The history and importance of Pride Month

The very first Pride was actually a riot. In 1969, local police took advantage of laws that banned dressing in clothes that did not match the gender on one’s ID to raid a gay bar known as the Stonewall Inn. This inspired many lesbian, gay, bisexual, and transgender people to riot in what is now known as the Stonewall Uprising in Manhattan. A year later in 1970, the first Gay Pride Liberation March took place to commemorate the event. 30 years later in 1999, Bill Clinton officially proclaimed June as Pride Month. Since then Pride has become an annual event in many countries (in 2022, pride and other LGBTQIA+ visibility events were held in over 100 countries), though it has also received criticism and Pride events were broken up or banned in some countries such as Turkey and Uganda in 2016.

Pride is also celebrated annually here on Orcas. Orcas has a Pride festival that is put together by the community and the Gender and Sexuality Alliance at the school. Our island is seen as a safe place for the LGBTQIA+ community by many people and Pride gives everyone an opportunity to express themselves free of judgement. 

During Pride month and beyond, it is important to take time to educate ourselves on current legislation that is opposing the LGBTQIA+ community, particularly the transgender community. In 2024 alone 27 anti-transgender bills have been proposed, 24 of which have been signed into law. These include bills like AL SB129 which states that “Each public institution of higher education shall ensure that every multiple occupancy restroom be designated for use by individuals based on their biological sex.” Pride month is a time for celebration, but also a time for activism and fighting back against harmful legislation.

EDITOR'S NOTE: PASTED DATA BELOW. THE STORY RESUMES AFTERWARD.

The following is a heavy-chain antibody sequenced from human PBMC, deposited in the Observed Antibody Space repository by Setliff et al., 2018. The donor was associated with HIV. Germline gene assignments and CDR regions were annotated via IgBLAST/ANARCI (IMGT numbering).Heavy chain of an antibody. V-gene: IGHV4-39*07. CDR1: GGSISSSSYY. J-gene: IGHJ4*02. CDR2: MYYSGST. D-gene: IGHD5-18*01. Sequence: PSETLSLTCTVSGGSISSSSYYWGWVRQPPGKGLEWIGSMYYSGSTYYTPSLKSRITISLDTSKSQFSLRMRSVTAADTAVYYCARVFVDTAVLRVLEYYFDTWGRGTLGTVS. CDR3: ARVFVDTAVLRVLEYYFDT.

Since 1969, when the first Pride took place, the United States have reached several milestones in LGBTQIA+ rights. In 1974, Elaine Noble became the first openly gay candidate to be elected into a state office, in 1982, Wisconsin outlawed discrimination based on sexual activity, the first state to do so, and in 1996 Hawaii became the first state to rule that the state had no legal right to ban same-sex marriage. There has also been progress with discrimination in the military. In 2011, the “Don’t Ask, Don’t Tell” ban on gay men and lesbians serving in the military openly was repealed, and in 2016, the Pentagon lifted the ban on transgender people openly serving in the military. For a more lighthearted note, in 1978, Gilbert Baker created the very first rainbow pride flag as a symbol for the LGBTQIA+ community. 

While there is always more to be done, we have come a long way since 1969. Pride has evolved from a riot to a celebration of differences that is recognized in many places across the globe, including our island.